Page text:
(Inaudible question) In Georgia, the high school season is reasonably short and there is no conflict whatsoever. There may be a conflict occasionally with the meet that the kids are going to and it’s very important that swimmer is at that particular meet, maybe a key dual meet or something, but to be quite honest, I think a majority of our kids, if they miss two workouts during the whole workout season, that’s rare. There is good parts about it and there is bad parts about it, I mean, the good part about it is yes, that happens, the bad part about it is that up until this year the meets have been in horrible facilities, there, it just has never been a program that has been real viable. You can look at the Georgia records and you won’t see a name like Mary Ellen Blanchard, she just never competed, and the other swimmers never competed.
(Inaudible question) I write the workout everyday. I don’t sit down at any one point and know exactly what I’m going to do eight weeks from now or six weeks from now or four weeks from now. I mean I know going in exactly what we are going to do, probably a third of the time I will post a workout at each lane, if I’m working with another group or if we have a large group. I may actually write the workouts out so that everybody understands that we don’t waste a lot of time. Now Alex writes them out, I mean those kids come in and each one of them gets their workout for each lane and they go through it. I don’t think Hugh does. I do it when it’s crowded, if I have two groups I definitely will do it, so I don’t have to communicate what certain things mean.
(Inaudible question) We encourage part time staff to come to meetings, full time have to come. Because quite a few of our part time actually either go to school or work. To recommunicate, I mean I do a very informal staff meeting with my group that afternoon, so if anything comes up I make sure that they understand it, understand if there are any changes, or if we added something to the schedule that they weren’t aware of, or Edie comes to me with something about I didn’t get move ups for something or we didn’t get something for attendance awards or we didn’t get something for something, but I don’t really have a sit down second staff meeting, because we can just interact so easily. I mean we just get together and talk.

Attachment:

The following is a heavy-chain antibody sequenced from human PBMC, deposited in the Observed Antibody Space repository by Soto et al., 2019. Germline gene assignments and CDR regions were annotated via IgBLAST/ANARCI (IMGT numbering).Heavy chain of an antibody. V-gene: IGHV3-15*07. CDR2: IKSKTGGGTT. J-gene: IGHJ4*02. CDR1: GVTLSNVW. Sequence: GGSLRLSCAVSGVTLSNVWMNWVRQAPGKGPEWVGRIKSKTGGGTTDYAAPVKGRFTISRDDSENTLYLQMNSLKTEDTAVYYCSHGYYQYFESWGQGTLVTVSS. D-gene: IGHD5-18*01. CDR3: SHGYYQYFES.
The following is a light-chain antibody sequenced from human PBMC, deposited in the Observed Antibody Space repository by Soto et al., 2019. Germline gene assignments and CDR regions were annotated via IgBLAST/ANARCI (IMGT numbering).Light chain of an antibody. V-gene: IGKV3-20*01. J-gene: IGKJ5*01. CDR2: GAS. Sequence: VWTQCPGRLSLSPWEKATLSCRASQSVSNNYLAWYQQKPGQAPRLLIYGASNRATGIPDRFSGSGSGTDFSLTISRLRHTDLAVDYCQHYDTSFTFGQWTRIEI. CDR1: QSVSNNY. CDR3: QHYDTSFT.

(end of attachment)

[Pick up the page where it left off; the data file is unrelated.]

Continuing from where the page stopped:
(Inaudible question) About 10 or 11. I have three full time coaches and there are three full time coaches at Alpharetta and Kevin here is a full time coach with Mountain Park, so the head coaches and their assistant coaches, I like to try to have our business manager there once in a while if there are some things that are coming up that have a need to be addressed at that level. But other than that, it is really full time coaches.
What I try and do is run, basically about 50% of the workout is very generic and we start out and we may do an aerobic set, we do a lot of drill work, we do a lot of kicking, no board kicking, whatever it may be, and then at a point somewhere between an hour and an hour and 5 minutes, then we start going distance, middle distance, stroke work, IM work and whatever. When I was at Reno, Dave Hoover was my assistant who is now the head coach there. We had a couple of parents that had been coaches and they had children in the program. We had about 60 people in our senior group in 8 lanes and what we would go maybe the first hour and we would divide them out and Dave might have three lanes of sprint, fly, back, IM or something and then I would have one parent Joe, would take maybe butterflyers and then another group would take middle distance and I might work with IM’s and distance people, but I think that there is a lot of generic stuff that everybody needs to do and I think it is a way of making sure that your distance people, maybe are doing a little bit more power work and your sprinters are doing maybe a little bit more aerobic work by having them do a little bit more generic type things.
When I as in Industry Hills we actually did a thing when we combined all the older age groups two days a week and they didn’t get in based on the kids I coached or that Mike coached, or the other assistant coach, we would bring them all in and mix them up based on who they wanted to train with and then we would hit them two days a week early season with universal sets we wanted them all to do. And it really worked well cause then the sprint group could spend a lot more time doing sprint work on Monday, Wednesday, Friday and the distance people could spend a lot more time doing distance work.